The Basics Of Moles

Knowing what the different moles and spots on your body are, is the first step in early diagnosis of melanoma, a deadly skin cancer.

Moles come in all variety of shapes and sizes. It can be difficult at times to be certain what you are looking at if you aren't familiar with the different types of pigmented lesions a body can acquire. Here are some basics worth considering when you give your body the once, or twice, over.

A good way to define the differences in pigmented lesions is to first explain what freckles are. Best described as numerous brown spots which group together in numbers too high to count, freckles appear from sun exposure and don't turn into melanoma.

Lentigos are another common lesion, occurring in the elderly and looking like large brown spots. Other common names for them are old age spots or liver spots. They are similar to freckles, are completely flat and have a light brown or tan color. Occurring in isolation rather than clumps like freckles, they are easier to identify.

Nevus is the medical name given to moles, with nevi being the plural form of the word. What nevi are is a cluster of melanocytes that appear as brown spots on the skin. They can be any shade of brown and are called melanocytes for the existence of melanin which gives them their color. The cells which make up a nevus are called nevus cells, as you might expect.

Many people have moles all over their body and often they are different kinds of moles. The two categories of moles are common acquired nevi and congenital nevi. The first are the most common type of pigmented lesions and are those which occur sometime throughout a person's life. The numbers of these nevi increase as a person ages. Rarely do you find young children with numerous moles, but the person over 30 may have many.

Common acquired nevi are classified as junctional, intradermal or compound nevi. These names originated with the location of the clusters of melanocytes present. What this means is that junctional nevi are found at the skin's dermal-epidermal junction, which is the top and second layer of the skin. In the compound nevi, the cells are found in both layers of the skin. For the intradermal nevi, the cells are found in the dermis only.



To recognize these moles, here are some guidelines. Junctional nevi, or moles, are flat since they have few cells in their structure. They are darkest shades of brown and some of the most likely moles to become malignant melanoma. Compound nevi are lighter shades of brown and tend to be a bit raised up off the skin. These nevi might also have both a raised and flat component to them. Intradermal nevi are elevated and look like a dome shape and may even be the same color as the skin and difficult to distinguish from surrounding areas.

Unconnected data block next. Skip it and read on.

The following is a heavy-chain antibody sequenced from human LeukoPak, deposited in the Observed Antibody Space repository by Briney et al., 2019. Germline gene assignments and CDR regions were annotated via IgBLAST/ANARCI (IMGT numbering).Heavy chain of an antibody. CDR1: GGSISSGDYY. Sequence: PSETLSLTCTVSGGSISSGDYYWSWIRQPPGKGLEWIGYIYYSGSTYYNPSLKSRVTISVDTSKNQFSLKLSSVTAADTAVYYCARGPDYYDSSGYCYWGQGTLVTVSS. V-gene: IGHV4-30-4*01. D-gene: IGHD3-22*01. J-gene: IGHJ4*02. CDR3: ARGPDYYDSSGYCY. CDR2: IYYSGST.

Common acquired moles can develop for different reasons. The most widely held belief relates to sun exposure and there is some scientific data to support this belief. People who live in sunny or tropical climates have a higher incidence of melanoma than colder, cloudier places in the world.

Congenital nevi are also known as birthmarks and occur in one out of every 100 people in all races of human beings. Sometimes more than one might be present at birth, though this isn't the norm. These moles will last a lifetime unlike common acquired moles which usually fade away with age. These moles can be very large or smaller in size. Their color ranges from tan to a brown color or even black. Most often, there is also a hair raised out of the middle of the mole. These moles can also become melanoma just like common acquired moles and need to be monitored for any changes.

Giant congenital nevi also occur and tend to cover a large amount of area on a person's body. These are rather rare though and occur in approximately one out of every 100,00 births. They can be small or large; dark brown or bluish-black and have a raised rough pebble-like surface. The risk of these moles becoming melanoma is 5 to 10 percent in a lifetime. Removing them can be very difficult since they often penetrate more than one layer of skin and make disfigurement more of a risk.

One comforting aspect of all of this, is that the majority of moles will never become melanoma. The average person has 30 to 35 nevi and that lifetime risk of developing melanoma calculates into one in 100 chance. The key in all of this explanation is to watch the moles and notice any changes. Whether it is a common acquired mole or a congenital mole, anything that looks different about it compared to the past, should be checked out with your physician to be certain it has not developed into the life-threatening skin cancer, melanoma.

© Demand Media 2011